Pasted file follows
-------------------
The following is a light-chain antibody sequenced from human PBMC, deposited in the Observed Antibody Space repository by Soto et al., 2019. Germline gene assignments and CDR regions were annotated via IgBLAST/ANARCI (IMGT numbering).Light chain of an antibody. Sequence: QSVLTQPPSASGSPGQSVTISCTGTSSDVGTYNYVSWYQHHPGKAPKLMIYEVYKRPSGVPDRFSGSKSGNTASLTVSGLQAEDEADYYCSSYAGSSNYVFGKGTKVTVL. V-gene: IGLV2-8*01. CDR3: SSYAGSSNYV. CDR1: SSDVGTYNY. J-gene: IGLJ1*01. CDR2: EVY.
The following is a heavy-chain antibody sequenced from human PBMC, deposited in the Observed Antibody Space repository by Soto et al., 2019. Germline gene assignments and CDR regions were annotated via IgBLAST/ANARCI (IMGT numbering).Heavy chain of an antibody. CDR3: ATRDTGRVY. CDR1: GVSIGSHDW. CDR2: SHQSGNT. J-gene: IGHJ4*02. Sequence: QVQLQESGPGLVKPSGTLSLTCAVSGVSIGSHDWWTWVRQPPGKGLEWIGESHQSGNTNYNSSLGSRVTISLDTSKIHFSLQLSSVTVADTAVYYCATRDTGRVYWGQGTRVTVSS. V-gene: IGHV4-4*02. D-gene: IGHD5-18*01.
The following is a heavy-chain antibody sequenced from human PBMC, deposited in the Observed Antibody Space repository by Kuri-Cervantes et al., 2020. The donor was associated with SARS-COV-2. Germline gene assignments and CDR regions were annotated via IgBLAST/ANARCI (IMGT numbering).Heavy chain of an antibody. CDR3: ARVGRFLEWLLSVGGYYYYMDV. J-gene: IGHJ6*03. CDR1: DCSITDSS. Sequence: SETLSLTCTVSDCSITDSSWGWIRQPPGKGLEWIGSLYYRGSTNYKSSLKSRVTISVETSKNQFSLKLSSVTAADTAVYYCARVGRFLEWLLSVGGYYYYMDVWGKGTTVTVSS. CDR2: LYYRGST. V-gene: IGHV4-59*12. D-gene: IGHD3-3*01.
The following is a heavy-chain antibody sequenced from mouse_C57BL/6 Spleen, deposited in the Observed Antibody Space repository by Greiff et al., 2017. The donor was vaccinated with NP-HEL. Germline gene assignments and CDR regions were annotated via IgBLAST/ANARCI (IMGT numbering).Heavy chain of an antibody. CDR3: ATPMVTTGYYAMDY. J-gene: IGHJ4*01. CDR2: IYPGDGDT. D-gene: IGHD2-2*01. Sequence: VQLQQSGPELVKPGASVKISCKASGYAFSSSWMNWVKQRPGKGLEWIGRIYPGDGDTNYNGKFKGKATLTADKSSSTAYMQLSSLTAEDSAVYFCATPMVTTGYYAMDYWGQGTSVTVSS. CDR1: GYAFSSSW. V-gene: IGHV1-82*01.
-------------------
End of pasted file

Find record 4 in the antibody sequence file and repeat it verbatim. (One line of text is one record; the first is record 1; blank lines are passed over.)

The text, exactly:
The following is a heavy-chain antibody sequenced from mouse_C57BL/6 Spleen, deposited in the Observed Antibody Space repository by Greiff et al., 2017. The donor was vaccinated with NP-HEL. Germline gene assignments and CDR regions were annotated via IgBLAST/ANARCI (IMGT numbering).Heavy chain of an antibody. CDR3: ATPMVTTGYYAMDY. J-gene: IGHJ4*01. CDR2: IYPGDGDT. D-gene: IGHD2-2*01. Sequence: VQLQQSGPELVKPGASVKISCKASGYAFSSSWMNWVKQRPGKGLEWIGRIYPGDGDTNYNGKFKGKATLTADKSSSTAYMQLSSLTAEDSAVYFCATPMVTTGYYAMDYWGQGTSVTVSS. CDR1: GYAFSSSW. V-gene: IGHV1-82*01.